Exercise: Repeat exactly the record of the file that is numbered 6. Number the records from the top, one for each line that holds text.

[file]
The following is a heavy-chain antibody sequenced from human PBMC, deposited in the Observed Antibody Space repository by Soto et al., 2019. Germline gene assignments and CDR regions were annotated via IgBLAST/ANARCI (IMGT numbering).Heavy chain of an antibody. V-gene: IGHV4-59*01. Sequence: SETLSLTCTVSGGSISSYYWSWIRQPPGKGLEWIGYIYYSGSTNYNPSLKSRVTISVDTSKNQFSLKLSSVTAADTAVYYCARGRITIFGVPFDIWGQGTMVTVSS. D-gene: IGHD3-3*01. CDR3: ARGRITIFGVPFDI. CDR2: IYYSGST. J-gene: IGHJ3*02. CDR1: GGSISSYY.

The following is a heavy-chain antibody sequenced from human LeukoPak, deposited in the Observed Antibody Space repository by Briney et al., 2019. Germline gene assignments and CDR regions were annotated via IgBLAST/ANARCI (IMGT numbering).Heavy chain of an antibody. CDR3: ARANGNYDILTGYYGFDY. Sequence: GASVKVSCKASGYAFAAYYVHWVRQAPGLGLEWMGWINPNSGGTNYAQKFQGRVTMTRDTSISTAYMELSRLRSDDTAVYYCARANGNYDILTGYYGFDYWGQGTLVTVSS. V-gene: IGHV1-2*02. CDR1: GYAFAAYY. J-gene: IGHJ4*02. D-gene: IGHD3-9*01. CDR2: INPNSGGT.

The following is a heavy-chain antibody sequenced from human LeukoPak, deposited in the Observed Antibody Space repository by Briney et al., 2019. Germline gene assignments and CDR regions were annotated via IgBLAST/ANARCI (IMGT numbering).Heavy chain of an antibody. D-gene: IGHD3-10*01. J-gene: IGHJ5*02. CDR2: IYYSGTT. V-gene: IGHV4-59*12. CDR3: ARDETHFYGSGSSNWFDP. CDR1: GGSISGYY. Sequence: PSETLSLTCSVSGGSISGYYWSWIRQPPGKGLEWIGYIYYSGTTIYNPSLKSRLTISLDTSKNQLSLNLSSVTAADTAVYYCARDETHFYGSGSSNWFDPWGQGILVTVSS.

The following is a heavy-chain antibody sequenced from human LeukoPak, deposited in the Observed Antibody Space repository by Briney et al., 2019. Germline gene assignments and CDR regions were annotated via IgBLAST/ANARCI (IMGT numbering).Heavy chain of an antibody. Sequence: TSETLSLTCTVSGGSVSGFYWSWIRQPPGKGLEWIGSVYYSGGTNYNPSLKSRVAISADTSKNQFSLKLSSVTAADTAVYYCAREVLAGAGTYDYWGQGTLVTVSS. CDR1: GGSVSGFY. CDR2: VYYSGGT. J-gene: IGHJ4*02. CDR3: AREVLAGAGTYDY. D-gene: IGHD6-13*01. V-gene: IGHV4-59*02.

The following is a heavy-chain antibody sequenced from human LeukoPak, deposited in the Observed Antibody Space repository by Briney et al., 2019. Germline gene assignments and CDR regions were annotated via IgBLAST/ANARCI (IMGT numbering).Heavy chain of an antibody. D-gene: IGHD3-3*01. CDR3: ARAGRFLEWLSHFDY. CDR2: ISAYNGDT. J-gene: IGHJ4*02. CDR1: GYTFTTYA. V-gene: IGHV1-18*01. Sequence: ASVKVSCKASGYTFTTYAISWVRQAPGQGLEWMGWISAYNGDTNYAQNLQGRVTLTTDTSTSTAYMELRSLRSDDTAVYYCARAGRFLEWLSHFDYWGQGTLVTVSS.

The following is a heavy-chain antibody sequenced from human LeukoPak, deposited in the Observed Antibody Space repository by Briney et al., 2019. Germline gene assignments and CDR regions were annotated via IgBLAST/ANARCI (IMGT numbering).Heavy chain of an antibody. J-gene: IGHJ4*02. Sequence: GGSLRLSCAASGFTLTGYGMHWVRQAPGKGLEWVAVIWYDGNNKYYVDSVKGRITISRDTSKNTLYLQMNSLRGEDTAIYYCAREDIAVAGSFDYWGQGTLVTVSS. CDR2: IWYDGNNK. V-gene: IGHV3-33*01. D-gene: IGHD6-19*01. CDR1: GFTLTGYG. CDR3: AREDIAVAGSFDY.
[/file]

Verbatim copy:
The following is a heavy-chain antibody sequenced from human LeukoPak, deposited in the Observed Antibody Space repository by Briney et al., 2019. Germline gene assignments and CDR regions were annotated via IgBLAST/ANARCI (IMGT numbering).Heavy chain of an antibody. J-gene: IGHJ4*02. Sequence: GGSLRLSCAASGFTLTGYGMHWVRQAPGKGLEWVAVIWYDGNNKYYVDSVKGRITISRDTSKNTLYLQMNSLRGEDTAIYYCAREDIAVAGSFDYWGQGTLVTVSS. CDR2: IWYDGNNK. V-gene: IGHV3-33*01. D-gene: IGHD6-19*01. CDR1: GFTLTGYG. CDR3: AREDIAVAGSFDY.